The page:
The House Committee on Financial Services will hold an oversight hearing on the Securities and Exchange Commission next Wednesday and Chairman Gary Gensler is expected to testify. The SEC’s proposed budget and their recent proposals, especially the climate disclosure proposal will all likely be discussed.
The SEC requested $2.436 billion for 2024, an increase of $265 million from this year primarily to hire new staff. The new hires are proportionally concentrated in the Divisions of Risk Analysis and Investment Management, whose staffs would increase by more than 5% each. The largest aggregate staffing increase would be to the Division of Enforcement, from its current 1,505 positions to 1,558.
The Division of Investment Management, under William Birdthistle, is the division from which many of the more technical and controversial rule proposals of Gensler’s tenure have originated, such as those on swing pricing, the new custody proposal, and the market structure proposals.
Gensler said that this funding request is offset by transaction fees that the SEC collects.
Chairman of the Appropriation’s Committee Subcommittee on Finance and General Government, Representative Steve Womack, R-Arkansas, said that the SEC is acting in a heavy handed way and proposing new regulations at a “blistering pace” at a hearing on March 29 in which Gensler defended the SEC budget request.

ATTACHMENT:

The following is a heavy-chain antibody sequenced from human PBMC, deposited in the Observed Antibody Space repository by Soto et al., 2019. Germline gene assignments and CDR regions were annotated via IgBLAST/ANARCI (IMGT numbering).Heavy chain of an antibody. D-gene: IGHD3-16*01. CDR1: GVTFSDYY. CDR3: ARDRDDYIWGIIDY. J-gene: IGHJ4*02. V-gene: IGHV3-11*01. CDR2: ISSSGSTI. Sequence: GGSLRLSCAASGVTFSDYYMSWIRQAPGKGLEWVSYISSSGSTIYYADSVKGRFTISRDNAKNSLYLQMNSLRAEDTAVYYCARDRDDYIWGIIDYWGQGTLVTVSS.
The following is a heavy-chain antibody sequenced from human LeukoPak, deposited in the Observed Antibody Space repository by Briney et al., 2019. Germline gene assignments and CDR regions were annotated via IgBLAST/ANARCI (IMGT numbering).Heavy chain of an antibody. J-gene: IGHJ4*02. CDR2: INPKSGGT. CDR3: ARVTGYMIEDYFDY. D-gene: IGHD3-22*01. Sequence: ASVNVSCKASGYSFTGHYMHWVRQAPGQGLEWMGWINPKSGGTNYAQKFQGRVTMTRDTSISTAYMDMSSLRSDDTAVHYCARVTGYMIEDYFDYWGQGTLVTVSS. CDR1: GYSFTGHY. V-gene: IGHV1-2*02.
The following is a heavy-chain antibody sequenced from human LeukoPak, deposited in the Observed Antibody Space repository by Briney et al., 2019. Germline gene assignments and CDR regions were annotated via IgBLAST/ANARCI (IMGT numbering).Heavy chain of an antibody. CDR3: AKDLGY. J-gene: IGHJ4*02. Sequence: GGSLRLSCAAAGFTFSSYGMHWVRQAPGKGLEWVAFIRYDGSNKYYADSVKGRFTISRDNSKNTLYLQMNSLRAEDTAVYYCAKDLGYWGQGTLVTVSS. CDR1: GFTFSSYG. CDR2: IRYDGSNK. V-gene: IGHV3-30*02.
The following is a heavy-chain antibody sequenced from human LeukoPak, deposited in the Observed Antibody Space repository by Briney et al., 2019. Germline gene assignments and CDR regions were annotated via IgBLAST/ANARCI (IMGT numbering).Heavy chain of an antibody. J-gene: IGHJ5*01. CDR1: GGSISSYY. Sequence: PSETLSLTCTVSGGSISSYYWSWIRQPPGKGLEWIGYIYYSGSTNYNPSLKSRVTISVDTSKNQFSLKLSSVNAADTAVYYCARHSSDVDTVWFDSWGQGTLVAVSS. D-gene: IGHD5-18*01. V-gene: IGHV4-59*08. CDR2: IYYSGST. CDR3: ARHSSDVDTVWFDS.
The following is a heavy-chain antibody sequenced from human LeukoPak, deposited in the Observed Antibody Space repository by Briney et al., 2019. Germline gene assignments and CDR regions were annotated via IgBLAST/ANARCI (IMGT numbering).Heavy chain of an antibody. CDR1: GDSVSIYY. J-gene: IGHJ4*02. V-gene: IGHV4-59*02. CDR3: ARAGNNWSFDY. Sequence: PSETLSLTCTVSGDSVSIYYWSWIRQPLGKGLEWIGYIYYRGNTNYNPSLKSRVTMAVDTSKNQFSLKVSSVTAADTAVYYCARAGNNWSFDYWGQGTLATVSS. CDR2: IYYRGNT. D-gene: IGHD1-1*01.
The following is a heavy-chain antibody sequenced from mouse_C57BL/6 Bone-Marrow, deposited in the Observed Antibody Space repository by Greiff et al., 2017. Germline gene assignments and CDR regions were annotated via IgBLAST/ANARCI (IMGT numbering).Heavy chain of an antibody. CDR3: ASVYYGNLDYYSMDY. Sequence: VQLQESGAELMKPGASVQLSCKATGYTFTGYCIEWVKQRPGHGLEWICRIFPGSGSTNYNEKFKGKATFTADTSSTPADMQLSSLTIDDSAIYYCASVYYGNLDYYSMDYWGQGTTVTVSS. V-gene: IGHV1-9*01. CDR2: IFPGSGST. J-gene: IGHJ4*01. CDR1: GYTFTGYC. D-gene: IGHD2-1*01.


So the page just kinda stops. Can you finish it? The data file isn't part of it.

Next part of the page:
Womack also suggested that the SEC’s proposal on climate disclosure, which would require entities registered with the SEC to disclose their carbon emissions, was not within the SEC’s legal authority, a concern shared by several other Republican members of the committee.
The climate disclosure proposal has been a sensitive issue for agricultural interests. Representative Ashley Hinson, R-Iowa, emphasized the potential impact of this rule on farmers at the hearing. She said that this proposal would be bad for farmers in her state who would have to collect and disclose their emissions data to issue securities and to work with larger businesses who must collect emissions data from their value chain.
Representative Michael Cloud, R-Texas, shared this sentiment during the hearing and said that any issuer subject to Scope 3 disclosure would compel farms in their supply chain to collect this data, a tedious process, which might reduce farmer’s access to credit if they do not comply.
Gensler acknowledged that 49 farm bureaus had commented on the proposal. He responded that many stock and bond issuers already disclose this information, and the SEC is simply trying to make sure these disclosures are uniform, consistent, and not misleading, so that investors understand what they are investing in, a defense that he has been very consistent with and has given in other settings. Gensler emphasized that many commenters, especially those that are investors, support the rule proposal.
Representative Norma Torres, D-California, highlighted one instance in which climate disclosure would be material for securities issuers in her state. She said that due to increased wildfires in California, the cost of fire insurance has been going up, which due to climate change is likely to only get worse, which is a material risk for investors looking to invest in various sectors in California.
The comment period for the market structure proposals, which include order execution disclosure requirements and a required auction process for retail orders, ended on the March 31. The comment period for the SEC’s custody rule proposal expires on May 8, and the cybersecurity proposals on June 5. These issues were underemphasized compared to the climate disclosure proposal at the last hearing.